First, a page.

by JAMES GUTHRIE, JANE ANDREW and MAX BAKER
On 19 June, the Australian Government announced the most radical shake-up of higher education funding policy in decades. It proposes a range of measures under the Job-Ready Graduates Package that it claims will “deliver more job-ready graduates in the disciplines and regions where they are needed most and help drive the nation’s economic recovery from the COVID-19 pandemic”.
In making these claims, one might charitably describe the Government’s behaviour as disingenuous. We could argue that they are perpetrating a pea and thimble trick on the Australian public.
To express our concerns, we have submitted to the Education and Employment Legislation Committee’s inquiry on the , Higher Education Support Amendment (Job-Ready Graduates and Supporting Regional and Remote Students) Bill 2020, Second Reading.
As accounting academics of longstanding ‒ Distinguished Professor James Guthrie AM FCPA from Macquarie Business School, Macquarie University, Associate Professor Jane Andrew CPA and Dr Max Baker CA, from the University of Sydney Business School ‒ we have a particular insight into the financial aspects of the Government’s plan. It seems that the Government could benefit from a lesson in Accounting 101 at university.
Our submission focuses on the use – or misuse – of the word “cost” to justify this radical change in Australian higher education funding. In our first year accounting course, we would distinguish between accounting costs and economic costs. The main difference being that economic costs include opportunity cost, unlike accounting costs, which only consider the amount of cash spent (some sources refer to accounting cost as explicit cost and opportunity cost as implicit cost).
To help our students in their accounting 101 lesson, we might provide a case study. Below is an example of one such case study, using a few passages from Minister Tehan’s speeches on the bill (extracts from Hansard), and identifying elements within as cash or economic costs. Note that the government is relying on the Deloitte Access Economics, “Transparency in Higher Education Expenditure” analysis released in early 2020 for its cost of teaching.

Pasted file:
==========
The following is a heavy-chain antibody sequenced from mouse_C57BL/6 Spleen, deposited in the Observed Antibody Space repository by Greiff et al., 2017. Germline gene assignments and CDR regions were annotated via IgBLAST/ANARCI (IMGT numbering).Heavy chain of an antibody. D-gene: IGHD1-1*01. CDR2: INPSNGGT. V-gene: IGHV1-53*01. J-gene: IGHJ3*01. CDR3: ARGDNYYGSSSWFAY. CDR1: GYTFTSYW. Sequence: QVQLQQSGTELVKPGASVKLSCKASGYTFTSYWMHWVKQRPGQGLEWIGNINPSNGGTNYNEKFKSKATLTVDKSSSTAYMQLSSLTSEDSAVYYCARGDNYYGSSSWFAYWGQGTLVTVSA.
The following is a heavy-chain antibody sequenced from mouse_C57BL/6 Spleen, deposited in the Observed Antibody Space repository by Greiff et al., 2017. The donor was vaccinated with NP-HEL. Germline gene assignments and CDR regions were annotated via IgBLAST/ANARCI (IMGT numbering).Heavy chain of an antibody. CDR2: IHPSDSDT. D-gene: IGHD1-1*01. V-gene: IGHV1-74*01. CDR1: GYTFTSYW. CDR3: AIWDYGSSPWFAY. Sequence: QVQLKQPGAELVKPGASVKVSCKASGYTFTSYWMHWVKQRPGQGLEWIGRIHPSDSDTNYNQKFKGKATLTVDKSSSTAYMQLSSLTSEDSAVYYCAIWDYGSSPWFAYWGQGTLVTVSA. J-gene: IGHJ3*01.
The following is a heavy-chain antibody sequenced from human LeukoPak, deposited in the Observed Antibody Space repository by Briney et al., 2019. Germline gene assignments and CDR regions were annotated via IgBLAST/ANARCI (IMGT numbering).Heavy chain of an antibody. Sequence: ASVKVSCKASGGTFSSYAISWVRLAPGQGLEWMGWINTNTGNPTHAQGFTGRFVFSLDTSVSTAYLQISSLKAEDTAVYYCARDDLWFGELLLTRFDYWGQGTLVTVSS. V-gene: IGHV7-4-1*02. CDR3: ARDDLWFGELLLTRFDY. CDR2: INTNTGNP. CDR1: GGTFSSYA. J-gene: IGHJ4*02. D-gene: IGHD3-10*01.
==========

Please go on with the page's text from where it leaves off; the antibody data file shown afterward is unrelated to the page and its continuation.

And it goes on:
Mr TEHAN (Wannon—Minister for Education)
“Providing a lower cost pathway for social work and psychology will mean that there will be more vital health professionals to support the recovery from COVID-19, drought, bushfires and other events” (CASH, the student pays).
“Schedule 2 of the bill amends the Higher Education Support Act 2003 to match the student contribution amounts with the Commonwealth contribution amounts as amended in schedule 1″ (student contribution CASH; Commonwealth contribution CASH)
“These reforms better align the total combined public and private funding for higher education units with contemporary data on the cost of delivering university education” (CASH vs ECONOMIC COSTS).
“Based on university data provided by the sector to Deloitte, the Government has better aligned the cost to students and the taxpayer of teaching a degree (ECONOMIC COSTS) with the revenue (CASH) a university receives to teach that degree. These reforms better align the total combined public and private funding for higher education (CASH) units with contemporary data on the cost of delivering university education” (ECONOMIC COSTS).
In using this case study, we can show how the Government’s pea and thimble trick works, mixing ECONOMIC COSTS and CASH COSTS as if they are the same. This is unlike the foundational accounting principles, we teach our students, and we find the Government taking a more imaginative approach, symbolically using cost to justify changes, rather than an authentic way.
Our submission to the Senate’s Education and Employment Legislation Committee exposes how the justification for this massive shift in resources for Australian higher education is flawed in terms of the simple argument about accounting cost (cash) and economic costs (opportunity costs).
We believe the Government’s actual goal is to reduce its contribution to Australian higher education for teaching and shift the financial burden even further onto local students, with a 15 per cent cut in total public funding per student. There will be a 7 per cent increase in average student contributions and a 6 per cent fall in overall student-related income per EFTSL for universities. Here we see that the Government’s calculation of the student contribution CASH and the Commonwealth contribution amounts CASH is nothing but arbitrary. And that is how the pea and thimble trick is supposed to trick us all.
Distinguished Professor James Guthrie AM FCPA from Macquarie Business School, Macquarie University, Associate Professor Jane Andrew CPA and Dr Max Baker CA, from the University of Sydney Business School